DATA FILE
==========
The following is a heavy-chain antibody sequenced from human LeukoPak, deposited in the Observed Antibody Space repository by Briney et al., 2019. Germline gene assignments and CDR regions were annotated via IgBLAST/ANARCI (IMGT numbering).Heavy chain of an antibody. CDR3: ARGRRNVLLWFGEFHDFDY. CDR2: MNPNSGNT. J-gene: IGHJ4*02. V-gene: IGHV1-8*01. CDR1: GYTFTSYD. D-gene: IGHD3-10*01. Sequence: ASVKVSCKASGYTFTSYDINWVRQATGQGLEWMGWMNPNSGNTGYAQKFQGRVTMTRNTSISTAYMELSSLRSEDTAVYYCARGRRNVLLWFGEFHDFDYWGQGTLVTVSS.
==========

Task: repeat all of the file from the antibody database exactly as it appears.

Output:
The following is a heavy-chain antibody sequenced from human LeukoPak, deposited in the Observed Antibody Space repository by Briney et al., 2019. Germline gene assignments and CDR regions were annotated via IgBLAST/ANARCI (IMGT numbering).Heavy chain of an antibody. CDR3: ARGRRNVLLWFGEFHDFDY. CDR2: MNPNSGNT. J-gene: IGHJ4*02. V-gene: IGHV1-8*01. CDR1: GYTFTSYD. D-gene: IGHD3-10*01. Sequence: ASVKVSCKASGYTFTSYDINWVRQATGQGLEWMGWMNPNSGNTGYAQKFQGRVTMTRNTSISTAYMELSSLRSEDTAVYYCARGRRNVLLWFGEFHDFDYWGQGTLVTVSS.